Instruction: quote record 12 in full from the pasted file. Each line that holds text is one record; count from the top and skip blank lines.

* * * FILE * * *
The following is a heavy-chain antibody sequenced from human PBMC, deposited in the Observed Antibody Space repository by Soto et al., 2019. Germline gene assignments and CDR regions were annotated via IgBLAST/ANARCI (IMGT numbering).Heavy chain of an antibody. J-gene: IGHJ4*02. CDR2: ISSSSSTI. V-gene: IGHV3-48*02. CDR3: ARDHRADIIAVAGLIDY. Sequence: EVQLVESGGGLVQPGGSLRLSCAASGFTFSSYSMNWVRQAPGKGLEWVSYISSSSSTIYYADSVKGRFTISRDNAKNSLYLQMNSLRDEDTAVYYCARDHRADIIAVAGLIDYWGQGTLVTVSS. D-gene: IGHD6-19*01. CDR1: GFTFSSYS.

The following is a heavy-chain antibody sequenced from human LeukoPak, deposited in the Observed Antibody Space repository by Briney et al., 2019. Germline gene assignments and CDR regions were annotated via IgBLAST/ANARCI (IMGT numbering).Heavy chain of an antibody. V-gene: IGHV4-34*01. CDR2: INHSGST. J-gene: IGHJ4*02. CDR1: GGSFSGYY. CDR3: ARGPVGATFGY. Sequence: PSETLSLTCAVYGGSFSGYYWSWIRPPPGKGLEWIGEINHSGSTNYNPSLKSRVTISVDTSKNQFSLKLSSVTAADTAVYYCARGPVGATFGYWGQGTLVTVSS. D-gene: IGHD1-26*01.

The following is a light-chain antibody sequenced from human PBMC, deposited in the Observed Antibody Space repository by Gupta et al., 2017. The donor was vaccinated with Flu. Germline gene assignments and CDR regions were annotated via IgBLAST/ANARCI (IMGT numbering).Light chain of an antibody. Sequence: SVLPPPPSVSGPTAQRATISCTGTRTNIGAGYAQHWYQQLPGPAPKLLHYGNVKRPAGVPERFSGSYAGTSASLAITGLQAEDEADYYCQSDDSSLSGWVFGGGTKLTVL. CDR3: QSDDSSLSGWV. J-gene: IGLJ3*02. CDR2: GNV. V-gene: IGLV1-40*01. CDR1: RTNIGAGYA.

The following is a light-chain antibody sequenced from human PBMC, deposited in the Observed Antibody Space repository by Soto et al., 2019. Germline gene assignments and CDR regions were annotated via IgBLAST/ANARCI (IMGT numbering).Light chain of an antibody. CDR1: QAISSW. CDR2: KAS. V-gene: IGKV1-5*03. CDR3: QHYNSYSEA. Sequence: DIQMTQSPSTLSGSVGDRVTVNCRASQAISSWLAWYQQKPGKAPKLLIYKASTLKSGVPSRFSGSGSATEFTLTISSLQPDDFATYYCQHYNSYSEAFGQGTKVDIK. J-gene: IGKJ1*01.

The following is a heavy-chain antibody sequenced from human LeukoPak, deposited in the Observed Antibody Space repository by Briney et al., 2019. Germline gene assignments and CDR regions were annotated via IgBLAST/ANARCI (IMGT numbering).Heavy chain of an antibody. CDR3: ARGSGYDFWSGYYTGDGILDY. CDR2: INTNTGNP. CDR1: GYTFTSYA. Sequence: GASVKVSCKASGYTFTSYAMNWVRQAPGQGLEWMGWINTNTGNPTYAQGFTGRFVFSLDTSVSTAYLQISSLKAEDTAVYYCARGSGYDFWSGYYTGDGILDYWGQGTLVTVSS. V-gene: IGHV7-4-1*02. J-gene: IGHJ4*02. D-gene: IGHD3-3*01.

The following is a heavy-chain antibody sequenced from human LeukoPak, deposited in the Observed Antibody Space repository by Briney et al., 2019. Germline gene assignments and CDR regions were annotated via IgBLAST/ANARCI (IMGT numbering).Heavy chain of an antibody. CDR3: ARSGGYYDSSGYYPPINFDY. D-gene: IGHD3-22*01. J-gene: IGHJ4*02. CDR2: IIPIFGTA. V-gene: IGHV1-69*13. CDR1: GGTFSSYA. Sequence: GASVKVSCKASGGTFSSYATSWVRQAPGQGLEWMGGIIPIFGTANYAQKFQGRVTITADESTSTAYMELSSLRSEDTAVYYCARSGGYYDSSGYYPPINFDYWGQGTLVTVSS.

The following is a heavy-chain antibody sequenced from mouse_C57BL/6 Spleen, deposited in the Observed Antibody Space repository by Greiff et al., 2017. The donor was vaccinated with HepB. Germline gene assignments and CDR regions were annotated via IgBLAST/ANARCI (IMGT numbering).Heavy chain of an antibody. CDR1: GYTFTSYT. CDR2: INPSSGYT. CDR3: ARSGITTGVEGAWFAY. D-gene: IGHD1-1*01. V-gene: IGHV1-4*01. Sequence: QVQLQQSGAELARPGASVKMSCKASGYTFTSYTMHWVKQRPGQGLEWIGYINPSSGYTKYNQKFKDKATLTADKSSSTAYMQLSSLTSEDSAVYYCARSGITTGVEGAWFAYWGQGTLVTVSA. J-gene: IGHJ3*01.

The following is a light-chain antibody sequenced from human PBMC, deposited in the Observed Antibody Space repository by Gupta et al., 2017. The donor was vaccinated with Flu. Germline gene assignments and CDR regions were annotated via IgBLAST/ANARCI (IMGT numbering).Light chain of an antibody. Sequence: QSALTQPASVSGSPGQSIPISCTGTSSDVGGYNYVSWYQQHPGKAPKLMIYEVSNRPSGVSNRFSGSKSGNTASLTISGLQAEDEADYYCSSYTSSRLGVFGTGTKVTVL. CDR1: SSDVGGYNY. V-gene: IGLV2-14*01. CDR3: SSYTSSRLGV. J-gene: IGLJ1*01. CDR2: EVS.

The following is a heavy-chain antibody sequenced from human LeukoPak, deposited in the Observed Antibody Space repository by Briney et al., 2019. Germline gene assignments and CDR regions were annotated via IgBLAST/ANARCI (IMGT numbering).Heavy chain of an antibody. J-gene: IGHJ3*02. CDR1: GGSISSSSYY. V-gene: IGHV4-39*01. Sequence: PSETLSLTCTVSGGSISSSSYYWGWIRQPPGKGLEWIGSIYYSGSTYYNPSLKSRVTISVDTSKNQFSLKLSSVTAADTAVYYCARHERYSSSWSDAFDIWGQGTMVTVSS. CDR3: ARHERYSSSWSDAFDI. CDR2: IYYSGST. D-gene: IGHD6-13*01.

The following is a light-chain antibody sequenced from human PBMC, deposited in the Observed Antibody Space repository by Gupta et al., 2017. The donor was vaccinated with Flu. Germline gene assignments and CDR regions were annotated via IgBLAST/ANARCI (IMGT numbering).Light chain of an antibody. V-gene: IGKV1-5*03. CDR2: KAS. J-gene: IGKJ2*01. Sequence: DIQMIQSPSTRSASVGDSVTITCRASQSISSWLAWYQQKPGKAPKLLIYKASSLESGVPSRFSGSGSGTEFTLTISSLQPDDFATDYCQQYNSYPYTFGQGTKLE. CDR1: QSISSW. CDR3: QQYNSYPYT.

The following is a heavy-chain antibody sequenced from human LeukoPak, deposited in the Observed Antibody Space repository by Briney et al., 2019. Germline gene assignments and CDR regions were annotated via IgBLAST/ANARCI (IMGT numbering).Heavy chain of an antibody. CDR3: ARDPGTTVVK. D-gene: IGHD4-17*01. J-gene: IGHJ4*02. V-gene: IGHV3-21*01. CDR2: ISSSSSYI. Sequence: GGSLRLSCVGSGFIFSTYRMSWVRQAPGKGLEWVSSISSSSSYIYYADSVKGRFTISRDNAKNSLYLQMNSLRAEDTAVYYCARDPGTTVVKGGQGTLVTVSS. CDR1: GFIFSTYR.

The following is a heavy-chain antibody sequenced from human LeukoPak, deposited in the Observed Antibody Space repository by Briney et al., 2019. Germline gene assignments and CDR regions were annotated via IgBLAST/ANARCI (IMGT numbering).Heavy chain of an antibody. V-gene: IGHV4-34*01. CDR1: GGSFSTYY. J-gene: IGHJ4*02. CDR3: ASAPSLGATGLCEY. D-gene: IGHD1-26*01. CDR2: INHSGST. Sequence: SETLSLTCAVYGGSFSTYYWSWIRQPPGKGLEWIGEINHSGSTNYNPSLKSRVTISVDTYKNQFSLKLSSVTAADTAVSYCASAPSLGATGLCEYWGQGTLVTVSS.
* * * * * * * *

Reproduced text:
The following is a heavy-chain antibody sequenced from human LeukoPak, deposited in the Observed Antibody Space repository by Briney et al., 2019. Germline gene assignments and CDR regions were annotated via IgBLAST/ANARCI (IMGT numbering).Heavy chain of an antibody. V-gene: IGHV4-34*01. CDR1: GGSFSTYY. J-gene: IGHJ4*02. CDR3: ASAPSLGATGLCEY. D-gene: IGHD1-26*01. CDR2: INHSGST. Sequence: SETLSLTCAVYGGSFSTYYWSWIRQPPGKGLEWIGEINHSGSTNYNPSLKSRVTISVDTYKNQFSLKLSSVTAADTAVSYCASAPSLGATGLCEYWGQGTLVTVSS.